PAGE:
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Rob Neyer Is Wrong

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From yesterday's chat:

Bill (Nashville)
Rob, In the end who makes the playoffs in the American League?

Yankees, Tigers, Rangers, White Sox. Book it.

Don't get me wrong; I like Rob Neyer. He is a voice of reason in the insanity of the baseball world, and I find myself agreeing with him more often than not. However, in this case, I don't think his pick for the West will even end the season in second place. Of course, baseball's a funny sport like that, so I hesitate to completely contradict him, but since all we really have at our disposal are the numbers, and some time to kill before the A's try to pull off a pretty amazing sweep, I submit the following: a look at the next 43 games and three of the AL West teams: The Loveable Moppets, The LAAAAA Angels (We'll call them "The Baying Hounds from the Place With Fire and Brimstone" for short), and the Texas Rangers.

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Starting Pitching:

With the devastating young combo of Jered Weaver and Joe Saunders (who apparently don't lose baseball games), Ervin Santana, another young arm with flashes of brilliance, Kelvin Escobar (who is pitching better that his record suggests), and their established ace, John Lackey, the Angels are making up for the loss of Bartolo Colon by turning in quality start after quality start.

The A's, meanwhile, have not been so lucky in their 'replace Rich Harden' campaign, and have also been hampered by the inconsistency of Esteban Loaiza, who admittedly has been night-and-day better lately. The A's aces Barry Zito and Danny Haren may have more experience than Weaver and Saunders, especially down the stretch, but they also haven't been quite as good overall. Blanton has come on lately, but is still prone to streaks of inconsistency. And then there's that nagging feeling of looking at the radar gun during Zito's last few starts...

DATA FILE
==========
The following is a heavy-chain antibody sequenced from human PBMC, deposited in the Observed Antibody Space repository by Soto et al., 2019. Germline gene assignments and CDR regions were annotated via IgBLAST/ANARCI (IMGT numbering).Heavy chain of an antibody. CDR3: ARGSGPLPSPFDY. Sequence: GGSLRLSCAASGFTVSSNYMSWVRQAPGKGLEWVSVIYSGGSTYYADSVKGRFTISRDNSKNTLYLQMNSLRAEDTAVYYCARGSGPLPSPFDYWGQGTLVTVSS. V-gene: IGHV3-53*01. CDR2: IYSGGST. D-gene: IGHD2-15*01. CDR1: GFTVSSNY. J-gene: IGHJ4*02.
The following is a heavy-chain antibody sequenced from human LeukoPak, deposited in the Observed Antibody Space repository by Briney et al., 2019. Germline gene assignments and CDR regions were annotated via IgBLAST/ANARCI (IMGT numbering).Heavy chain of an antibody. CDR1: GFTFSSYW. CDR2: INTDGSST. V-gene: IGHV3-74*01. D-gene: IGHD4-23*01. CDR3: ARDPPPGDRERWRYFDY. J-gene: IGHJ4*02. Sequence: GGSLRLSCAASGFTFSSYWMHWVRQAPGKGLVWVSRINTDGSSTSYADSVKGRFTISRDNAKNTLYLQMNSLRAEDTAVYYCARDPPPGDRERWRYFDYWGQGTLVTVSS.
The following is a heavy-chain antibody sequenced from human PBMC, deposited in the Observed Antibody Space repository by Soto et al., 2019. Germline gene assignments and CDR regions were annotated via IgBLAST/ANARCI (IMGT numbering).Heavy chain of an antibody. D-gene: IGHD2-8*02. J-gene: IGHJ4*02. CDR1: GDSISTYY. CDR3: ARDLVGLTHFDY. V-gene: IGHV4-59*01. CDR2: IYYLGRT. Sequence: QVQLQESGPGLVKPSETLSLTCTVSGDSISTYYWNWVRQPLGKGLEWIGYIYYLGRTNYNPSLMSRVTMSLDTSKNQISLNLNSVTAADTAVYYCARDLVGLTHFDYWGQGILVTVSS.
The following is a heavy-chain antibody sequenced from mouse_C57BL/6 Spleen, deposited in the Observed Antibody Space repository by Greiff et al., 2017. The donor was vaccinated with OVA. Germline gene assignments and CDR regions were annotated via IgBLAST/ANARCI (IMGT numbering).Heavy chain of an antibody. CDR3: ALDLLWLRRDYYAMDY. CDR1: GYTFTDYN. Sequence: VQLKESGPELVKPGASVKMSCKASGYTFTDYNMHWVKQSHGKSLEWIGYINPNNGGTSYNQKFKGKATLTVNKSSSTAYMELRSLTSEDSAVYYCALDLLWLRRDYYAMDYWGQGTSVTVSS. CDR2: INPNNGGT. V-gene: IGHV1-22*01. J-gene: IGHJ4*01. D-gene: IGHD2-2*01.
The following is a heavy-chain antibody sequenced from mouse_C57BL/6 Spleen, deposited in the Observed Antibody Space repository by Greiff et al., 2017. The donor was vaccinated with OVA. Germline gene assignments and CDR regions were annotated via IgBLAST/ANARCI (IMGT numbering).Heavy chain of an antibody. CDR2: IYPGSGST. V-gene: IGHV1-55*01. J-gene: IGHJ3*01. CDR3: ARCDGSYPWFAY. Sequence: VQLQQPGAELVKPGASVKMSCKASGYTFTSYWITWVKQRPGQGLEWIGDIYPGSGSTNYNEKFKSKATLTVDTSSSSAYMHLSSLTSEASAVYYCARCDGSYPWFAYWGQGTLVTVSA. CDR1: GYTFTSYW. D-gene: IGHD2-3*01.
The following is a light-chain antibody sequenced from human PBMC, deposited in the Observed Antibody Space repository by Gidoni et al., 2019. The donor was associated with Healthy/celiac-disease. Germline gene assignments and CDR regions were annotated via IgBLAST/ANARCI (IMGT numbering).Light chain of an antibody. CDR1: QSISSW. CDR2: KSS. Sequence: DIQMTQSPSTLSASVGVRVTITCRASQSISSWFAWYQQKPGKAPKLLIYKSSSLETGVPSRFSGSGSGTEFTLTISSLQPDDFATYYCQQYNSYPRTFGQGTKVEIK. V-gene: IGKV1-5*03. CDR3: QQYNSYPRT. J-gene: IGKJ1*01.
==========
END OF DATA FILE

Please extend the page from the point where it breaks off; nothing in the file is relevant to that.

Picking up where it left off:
Starting for the Rangers are Vicente Padilla and Kevin Millwood, whose W/L records have been helped by the vaunted Texas offense, and Adam Eaton, who, much like Padilla and Millwood, is vying for an ERA between 4.00 and 5.00. Kip Wells and newcomer Edinson Volquez have recently joined the starting rotation, and while Volquez just got his first major league win, Wells' most recent less-than-sharp start was masked by the Rangers' offense, as is always the case when the Rangers are winning. This is not a rotation to build any part of a dynasty with, but they're going to win most of the games in which their team scores 8+ runs. That being said, when an opposing pitcher does manage to shut down the Rangers' offense, or even hold them to four runs or fewer (or seven, as was the case last night) Texas is almost always going to lose.

Overall Advantage: Angels
Second: A's


The Angels' bullpen, once touted as the highlight of the team, has really struggled this season. Brendan Donnelly was shifted around from set-up to mop-up, and back to set-up, where he has improved recently; Gregg, Carrasco, and Bootcheck have struggled as well, and Romero has been flat-out terrible; leaving Shields and K-rod as the go-to guys from the pen.

The A's, by contrast, have one of the best bullpens in the league, and it shows in their record. The devastating combination of Calero, Duchscherer, and Street has become almost automatic; the long relief of Saarloos, Gaudin, and Halsey keeps the team in games in which the starters depart early, and the spot-appearances of Kennedy and Sauerbeck have been used to maximum effect this year.

The Rangers have a bullpen?
I kid, I kid...kind of. The Rangers are a team that survives on blowouts; over their last forty games, only ten were decided by fewer than 3 runs, and the Rangers' record is 4-6 in those games. During a series, the Rangers can beat you 14-0 in one game, but they also are prone to losing one by a close margin when facing a strong starter and bullpen, and losing another one by a large margin when their pitching staff is matched against a strong offense.

Advantage: A's